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Thou hast not miss'd one thought that could be fit ; And all that was improper doft
omit : So that no room is here for writers ... That majesty which through Thy Work
doth reign , Draws the devout , deterring the profane : And Things Divine Thou ...
And chiefly thou , O Spirit ! that dost prefer Before all temples th ' upright heart
and pure , Instruct me , for thou know'st : thou from the first Waft present , and with
mighty wings out - spread , 20 % Dove - like sat'st brooding on the vast Abyfs ...
If thou beest He-- But O how fall'n ! how chang'd From him , who in the happy
realms of light 85 Cloath'd with transcendent brightness , didst out - fhine Myriads
tho ' bright ! If He , whom mutual league , United thoughts and counsels , equal ...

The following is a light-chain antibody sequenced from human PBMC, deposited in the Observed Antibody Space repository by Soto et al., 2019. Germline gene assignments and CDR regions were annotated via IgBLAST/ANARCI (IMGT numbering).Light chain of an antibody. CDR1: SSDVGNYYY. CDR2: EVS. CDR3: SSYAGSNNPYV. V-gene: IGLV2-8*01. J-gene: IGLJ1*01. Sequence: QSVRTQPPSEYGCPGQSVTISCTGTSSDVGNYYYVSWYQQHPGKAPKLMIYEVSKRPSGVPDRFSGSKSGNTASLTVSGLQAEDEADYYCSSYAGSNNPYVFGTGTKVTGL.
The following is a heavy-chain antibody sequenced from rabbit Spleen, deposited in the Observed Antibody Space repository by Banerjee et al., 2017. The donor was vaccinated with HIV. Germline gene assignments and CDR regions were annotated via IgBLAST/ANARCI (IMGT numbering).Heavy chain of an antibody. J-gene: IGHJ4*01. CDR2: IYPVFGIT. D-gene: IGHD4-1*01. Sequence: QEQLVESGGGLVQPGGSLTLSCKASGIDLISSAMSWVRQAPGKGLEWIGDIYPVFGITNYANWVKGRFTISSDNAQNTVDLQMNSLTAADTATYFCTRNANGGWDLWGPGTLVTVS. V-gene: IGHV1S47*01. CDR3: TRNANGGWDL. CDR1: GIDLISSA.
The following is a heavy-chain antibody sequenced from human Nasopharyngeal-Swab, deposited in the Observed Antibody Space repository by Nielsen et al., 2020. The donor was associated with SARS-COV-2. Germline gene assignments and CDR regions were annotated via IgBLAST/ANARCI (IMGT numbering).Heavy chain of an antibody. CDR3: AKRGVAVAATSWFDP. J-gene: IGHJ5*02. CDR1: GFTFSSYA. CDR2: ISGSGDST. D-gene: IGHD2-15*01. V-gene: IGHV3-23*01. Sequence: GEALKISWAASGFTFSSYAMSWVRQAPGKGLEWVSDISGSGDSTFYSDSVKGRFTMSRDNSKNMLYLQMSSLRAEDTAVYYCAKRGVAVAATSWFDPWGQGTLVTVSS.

Into what pit thou seest , From what height fall'n ; so much the stronger prov'd He
with his thunder ! and till then who knew The force of those dire arms ? Yet not for
those , Nor what the potent victor in his rage 95 Can else inflict , do I repent , or ...
What people are saying - Write a review
LibraryThing ReviewUser Review - VivalaErin - LibraryThing
The shortest answer is: John Milton was a poetic genius. PL is so beautiful, you can't help but feel for Adam and Eve. Even Satan is a great character - he so wants to be an epic hero. This poem is a masterpiece, and he wrote it completely blind. Beautiful, absolutely amazing. Read full review
LibraryThing ReviewUser Review - StefanY - LibraryThing
Historical significance and beautifully descriptive prose aside, I couldn't get into this book at all. Maybe it's too much familiarity with the plot or the inevitability of the impending doom of the ... Read full review